One of the drawbacks to a more widely. extended use of the shingles has been due to the fact that, when they are laid, they do not all present the same shade or tint to the eye, even when slate from the same batch is employed for facing them. We have found that, when viewed from different angles, the same shingle appears to differ in shade or tint. This is probably due to the fact that the slate is pressed into the adhesive outer. layer of the fibrous foundation by rolls, and quite possibly the thin pieces or particles of slate are tilted to about the same angle, so that the rays of light passing to the retina located at one place produce different color impressions than when the light rays are at a different angle. Whatever the oausemay be, however, it is indisputably the fact that, when shingles of the same batch and having the'same color are laid on a roof, some appear to have a different tint or shade from the others and the roof has an irregular and displeasing mottled appearance.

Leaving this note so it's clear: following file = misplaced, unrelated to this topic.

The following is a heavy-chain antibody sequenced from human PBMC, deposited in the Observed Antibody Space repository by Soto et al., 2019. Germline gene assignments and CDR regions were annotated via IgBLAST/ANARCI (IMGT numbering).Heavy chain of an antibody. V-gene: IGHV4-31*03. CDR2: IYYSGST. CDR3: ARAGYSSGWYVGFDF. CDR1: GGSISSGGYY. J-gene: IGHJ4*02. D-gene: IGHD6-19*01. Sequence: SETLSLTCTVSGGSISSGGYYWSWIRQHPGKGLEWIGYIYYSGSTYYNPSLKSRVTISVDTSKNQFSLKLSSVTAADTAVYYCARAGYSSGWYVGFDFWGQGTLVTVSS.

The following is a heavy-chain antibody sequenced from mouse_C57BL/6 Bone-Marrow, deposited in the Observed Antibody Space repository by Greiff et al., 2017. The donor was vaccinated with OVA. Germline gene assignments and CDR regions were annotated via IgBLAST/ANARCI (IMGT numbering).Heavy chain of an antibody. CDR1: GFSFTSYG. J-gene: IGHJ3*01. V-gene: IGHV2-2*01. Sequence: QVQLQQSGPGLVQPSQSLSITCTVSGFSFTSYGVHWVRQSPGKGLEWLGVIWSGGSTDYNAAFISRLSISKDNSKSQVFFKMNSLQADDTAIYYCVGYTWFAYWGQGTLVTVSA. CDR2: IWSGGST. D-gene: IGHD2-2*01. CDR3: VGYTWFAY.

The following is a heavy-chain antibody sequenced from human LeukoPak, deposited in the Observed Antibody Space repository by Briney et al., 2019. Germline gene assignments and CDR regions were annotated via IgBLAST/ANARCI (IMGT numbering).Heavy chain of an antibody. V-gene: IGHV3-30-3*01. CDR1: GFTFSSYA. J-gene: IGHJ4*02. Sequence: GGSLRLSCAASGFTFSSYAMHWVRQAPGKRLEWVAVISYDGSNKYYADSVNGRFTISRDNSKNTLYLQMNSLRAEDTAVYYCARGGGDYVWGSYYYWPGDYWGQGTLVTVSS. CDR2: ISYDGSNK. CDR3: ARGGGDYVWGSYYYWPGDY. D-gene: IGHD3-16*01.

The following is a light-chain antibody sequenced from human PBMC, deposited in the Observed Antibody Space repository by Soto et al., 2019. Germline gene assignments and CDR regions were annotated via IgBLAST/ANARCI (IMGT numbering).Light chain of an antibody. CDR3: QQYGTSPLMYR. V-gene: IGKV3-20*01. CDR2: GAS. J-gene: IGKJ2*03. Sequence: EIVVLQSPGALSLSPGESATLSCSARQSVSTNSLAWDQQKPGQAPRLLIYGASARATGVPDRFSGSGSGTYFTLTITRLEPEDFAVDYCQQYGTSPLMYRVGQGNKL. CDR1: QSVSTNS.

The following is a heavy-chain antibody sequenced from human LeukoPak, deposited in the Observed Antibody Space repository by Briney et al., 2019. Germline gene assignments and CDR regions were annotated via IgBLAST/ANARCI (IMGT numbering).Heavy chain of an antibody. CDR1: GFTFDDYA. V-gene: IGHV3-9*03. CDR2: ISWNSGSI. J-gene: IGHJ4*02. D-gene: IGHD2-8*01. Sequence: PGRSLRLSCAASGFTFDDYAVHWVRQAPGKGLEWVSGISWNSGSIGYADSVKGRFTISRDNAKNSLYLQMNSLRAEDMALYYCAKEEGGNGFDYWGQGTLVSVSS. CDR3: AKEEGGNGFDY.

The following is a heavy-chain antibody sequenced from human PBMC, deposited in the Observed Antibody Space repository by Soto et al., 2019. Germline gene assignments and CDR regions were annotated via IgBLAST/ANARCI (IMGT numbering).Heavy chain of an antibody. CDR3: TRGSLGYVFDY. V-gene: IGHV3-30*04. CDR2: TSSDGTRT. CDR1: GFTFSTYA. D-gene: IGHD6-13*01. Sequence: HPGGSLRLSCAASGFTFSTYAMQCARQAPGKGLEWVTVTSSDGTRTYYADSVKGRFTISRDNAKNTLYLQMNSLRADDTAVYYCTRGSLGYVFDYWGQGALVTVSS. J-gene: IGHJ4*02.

After considerable study, we have found that, where the shingles are all laid 'in the relative positions in which they ar cut from Specification of Letters Patent.
Ordina- Patented Sept. 6, 1921. 1915. Serial No. 107,241.
the sheet in their manufacture, the roof no longer has the displeasing mottled or variegated appearance. This, however, cannot ord1narily be done because the shingles are oblongand are so easily turned end for end in their packaging and laying. Further with a shingle, when held in the hand, the difference in tint or shade is not as easily noted, as the difference is marked only at the distance from which roofs are usually viewed, and then in comparison with another shade by its side.
We have invented a shingle which can always be laid, so that, when viewed at any angle, it presents the same shade or tint as the adjacent shingles.